Like the cello suites, Sei Solo demonstrated that Bach was intimately familiar with both the musical language typical of certain instruments as well as the related playing techniques. He opted to forego an accompanying bass line, but this did not prevent Bach from combining tightly woven counterpoint and sophisticated harmonies with unusual and well-formulated rhythmic accents, especially in the dance movements. The compositional tools used here are a combination of a solo melodic line supported by chords, pure monophony and polyphony projected into both monophony as well as specific polyphony. The constraint in form does not come across as a shortcoming, but rather as the result of the greatest compositional focus and inspiration.
2. Structural elements of the chaconne
The chaconne, a dance which hails from Latin America and actually has a light-hearted character, made its way from Spain to Italy and France as part of guitar repertoire and is closely related to the passacaglia. Two forms of the chaconne emerged: the Italian form and the French form, and the bass is the decisive element which runs through vocal and instrumental pieces as a melody. Differences are evident in how the bass is used: French composers deployed it freely, whereas the Italians strictly pursued an ostinato technique. German composers such as Heinrich Ignaz Biber and Dietrich Buxtehude composed their bass voice primarily in keeping with the Italian style of composition, but they followed the form of the French model in elements such as the three-part structure and dotted rhythms. In the Chaconne from Partita No. 2, Johann Sebastian Bach used the Italian ostinato technique for orientation, rendering the piece so complicated that the bass can no longer be identified.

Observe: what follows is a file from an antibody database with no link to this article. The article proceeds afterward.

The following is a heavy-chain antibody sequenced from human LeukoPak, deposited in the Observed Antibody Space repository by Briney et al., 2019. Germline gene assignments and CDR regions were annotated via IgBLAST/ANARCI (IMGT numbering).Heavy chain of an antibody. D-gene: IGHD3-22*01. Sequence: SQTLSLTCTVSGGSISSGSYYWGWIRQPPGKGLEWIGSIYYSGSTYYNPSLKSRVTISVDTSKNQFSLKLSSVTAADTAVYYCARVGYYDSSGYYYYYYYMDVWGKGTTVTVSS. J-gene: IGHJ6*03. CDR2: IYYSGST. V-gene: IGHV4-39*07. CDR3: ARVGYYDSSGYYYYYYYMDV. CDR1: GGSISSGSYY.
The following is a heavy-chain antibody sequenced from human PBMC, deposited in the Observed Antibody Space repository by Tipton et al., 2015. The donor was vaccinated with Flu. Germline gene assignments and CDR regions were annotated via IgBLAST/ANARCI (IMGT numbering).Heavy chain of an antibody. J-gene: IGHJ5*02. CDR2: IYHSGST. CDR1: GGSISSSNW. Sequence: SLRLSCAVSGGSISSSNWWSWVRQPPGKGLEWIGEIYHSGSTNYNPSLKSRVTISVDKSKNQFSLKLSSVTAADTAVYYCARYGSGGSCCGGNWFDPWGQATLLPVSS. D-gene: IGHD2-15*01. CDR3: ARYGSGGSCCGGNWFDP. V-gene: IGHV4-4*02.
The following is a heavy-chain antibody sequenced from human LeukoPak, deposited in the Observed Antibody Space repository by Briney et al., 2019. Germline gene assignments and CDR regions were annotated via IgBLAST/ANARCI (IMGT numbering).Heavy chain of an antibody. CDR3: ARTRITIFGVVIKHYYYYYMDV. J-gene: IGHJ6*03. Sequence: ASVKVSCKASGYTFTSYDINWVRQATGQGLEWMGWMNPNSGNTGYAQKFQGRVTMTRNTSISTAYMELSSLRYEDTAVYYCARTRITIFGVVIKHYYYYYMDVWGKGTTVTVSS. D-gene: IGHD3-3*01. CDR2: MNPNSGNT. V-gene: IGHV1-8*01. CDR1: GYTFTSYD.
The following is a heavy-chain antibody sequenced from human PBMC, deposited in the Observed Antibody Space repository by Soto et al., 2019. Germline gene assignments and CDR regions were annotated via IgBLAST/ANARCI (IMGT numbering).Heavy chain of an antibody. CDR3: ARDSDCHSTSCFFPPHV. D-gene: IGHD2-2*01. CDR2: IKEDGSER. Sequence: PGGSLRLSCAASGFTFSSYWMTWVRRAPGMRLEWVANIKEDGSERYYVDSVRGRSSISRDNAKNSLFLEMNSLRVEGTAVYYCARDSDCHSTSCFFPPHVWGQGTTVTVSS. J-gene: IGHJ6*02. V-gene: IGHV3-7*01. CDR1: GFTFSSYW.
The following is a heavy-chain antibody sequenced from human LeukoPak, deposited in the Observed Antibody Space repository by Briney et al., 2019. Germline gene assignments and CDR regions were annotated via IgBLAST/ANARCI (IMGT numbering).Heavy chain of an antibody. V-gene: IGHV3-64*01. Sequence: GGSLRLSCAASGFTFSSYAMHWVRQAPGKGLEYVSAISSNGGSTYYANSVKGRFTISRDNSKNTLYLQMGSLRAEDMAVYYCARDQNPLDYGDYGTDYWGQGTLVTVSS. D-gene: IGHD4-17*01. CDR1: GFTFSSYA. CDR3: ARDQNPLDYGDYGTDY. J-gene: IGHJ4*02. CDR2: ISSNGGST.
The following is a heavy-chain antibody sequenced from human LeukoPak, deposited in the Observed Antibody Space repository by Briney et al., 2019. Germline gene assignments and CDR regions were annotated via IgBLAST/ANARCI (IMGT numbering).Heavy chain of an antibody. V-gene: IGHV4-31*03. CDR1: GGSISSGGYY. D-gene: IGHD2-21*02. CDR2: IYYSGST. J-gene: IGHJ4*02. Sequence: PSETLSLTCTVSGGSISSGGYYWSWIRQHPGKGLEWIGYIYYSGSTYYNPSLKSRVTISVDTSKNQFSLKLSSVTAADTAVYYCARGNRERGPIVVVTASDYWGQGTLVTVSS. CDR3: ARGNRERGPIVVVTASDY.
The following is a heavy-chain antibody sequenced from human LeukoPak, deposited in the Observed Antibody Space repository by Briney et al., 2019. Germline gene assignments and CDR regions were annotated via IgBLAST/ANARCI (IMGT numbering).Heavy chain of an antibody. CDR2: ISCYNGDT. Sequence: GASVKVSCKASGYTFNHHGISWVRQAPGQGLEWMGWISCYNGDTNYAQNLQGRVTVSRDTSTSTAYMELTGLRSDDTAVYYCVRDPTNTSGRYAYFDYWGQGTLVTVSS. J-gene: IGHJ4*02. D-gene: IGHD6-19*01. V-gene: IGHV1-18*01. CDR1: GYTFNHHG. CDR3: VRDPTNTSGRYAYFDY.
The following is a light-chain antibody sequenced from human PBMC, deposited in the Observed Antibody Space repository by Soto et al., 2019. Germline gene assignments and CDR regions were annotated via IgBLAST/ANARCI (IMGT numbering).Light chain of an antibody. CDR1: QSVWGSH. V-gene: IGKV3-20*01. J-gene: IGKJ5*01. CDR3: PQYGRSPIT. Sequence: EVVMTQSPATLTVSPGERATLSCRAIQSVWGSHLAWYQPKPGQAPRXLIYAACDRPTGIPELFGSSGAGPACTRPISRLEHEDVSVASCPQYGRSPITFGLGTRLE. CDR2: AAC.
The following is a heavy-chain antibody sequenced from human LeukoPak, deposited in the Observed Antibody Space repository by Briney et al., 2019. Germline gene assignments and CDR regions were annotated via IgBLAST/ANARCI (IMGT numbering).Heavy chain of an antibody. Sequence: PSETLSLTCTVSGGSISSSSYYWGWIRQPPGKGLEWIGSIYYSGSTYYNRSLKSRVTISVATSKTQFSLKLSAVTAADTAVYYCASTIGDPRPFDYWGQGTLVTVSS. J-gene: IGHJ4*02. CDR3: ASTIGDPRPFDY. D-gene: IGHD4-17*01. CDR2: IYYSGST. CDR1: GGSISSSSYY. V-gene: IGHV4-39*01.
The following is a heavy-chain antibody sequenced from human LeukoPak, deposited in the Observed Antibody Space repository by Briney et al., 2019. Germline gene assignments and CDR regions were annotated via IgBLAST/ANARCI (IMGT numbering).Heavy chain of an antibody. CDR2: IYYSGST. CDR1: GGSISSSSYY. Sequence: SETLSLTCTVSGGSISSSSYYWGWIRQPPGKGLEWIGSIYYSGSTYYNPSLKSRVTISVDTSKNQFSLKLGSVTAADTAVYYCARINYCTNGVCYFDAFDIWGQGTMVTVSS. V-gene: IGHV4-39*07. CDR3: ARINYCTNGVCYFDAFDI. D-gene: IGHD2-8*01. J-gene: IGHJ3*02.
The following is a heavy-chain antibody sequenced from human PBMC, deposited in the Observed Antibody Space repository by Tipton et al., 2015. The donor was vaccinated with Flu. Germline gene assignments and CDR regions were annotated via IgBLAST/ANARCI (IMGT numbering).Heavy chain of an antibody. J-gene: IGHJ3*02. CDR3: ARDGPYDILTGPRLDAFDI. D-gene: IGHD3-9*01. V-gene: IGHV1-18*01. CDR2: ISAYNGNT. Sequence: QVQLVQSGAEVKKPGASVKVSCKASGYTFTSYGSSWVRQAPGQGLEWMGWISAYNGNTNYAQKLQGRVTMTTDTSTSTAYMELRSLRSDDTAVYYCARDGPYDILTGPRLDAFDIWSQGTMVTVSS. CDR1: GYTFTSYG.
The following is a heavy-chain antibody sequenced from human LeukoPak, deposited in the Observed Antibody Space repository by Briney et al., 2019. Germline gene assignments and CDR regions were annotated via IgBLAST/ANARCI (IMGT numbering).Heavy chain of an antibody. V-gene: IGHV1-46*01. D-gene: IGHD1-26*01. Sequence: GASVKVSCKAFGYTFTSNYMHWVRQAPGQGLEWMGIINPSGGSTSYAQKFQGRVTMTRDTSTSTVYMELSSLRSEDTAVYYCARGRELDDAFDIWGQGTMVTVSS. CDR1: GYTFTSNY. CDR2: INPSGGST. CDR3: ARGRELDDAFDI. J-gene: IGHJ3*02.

In his chaconne, Bach appears to have strategically integrated elemental motifs of musical expression. Diatonics and chromatics are juxtaposed, as are major and minor, not to mention arpeggios and scale passages.